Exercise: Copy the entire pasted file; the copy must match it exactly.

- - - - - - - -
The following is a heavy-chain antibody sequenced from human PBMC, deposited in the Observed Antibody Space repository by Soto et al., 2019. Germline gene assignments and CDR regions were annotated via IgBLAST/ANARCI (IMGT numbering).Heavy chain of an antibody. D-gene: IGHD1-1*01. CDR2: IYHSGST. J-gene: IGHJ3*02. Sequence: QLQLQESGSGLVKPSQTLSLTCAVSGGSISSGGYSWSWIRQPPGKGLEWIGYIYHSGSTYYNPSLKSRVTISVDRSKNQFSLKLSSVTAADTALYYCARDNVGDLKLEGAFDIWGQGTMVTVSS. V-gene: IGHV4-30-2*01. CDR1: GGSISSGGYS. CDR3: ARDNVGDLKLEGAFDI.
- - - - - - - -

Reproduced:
The following is a heavy-chain antibody sequenced from human PBMC, deposited in the Observed Antibody Space repository by Soto et al., 2019. Germline gene assignments and CDR regions were annotated via IgBLAST/ANARCI (IMGT numbering).Heavy chain of an antibody. D-gene: IGHD1-1*01. CDR2: IYHSGST. J-gene: IGHJ3*02. Sequence: QLQLQESGSGLVKPSQTLSLTCAVSGGSISSGGYSWSWIRQPPGKGLEWIGYIYHSGSTYYNPSLKSRVTISVDRSKNQFSLKLSSVTAADTALYYCARDNVGDLKLEGAFDIWGQGTMVTVSS. V-gene: IGHV4-30-2*01. CDR1: GGSISSGGYS. CDR3: ARDNVGDLKLEGAFDI.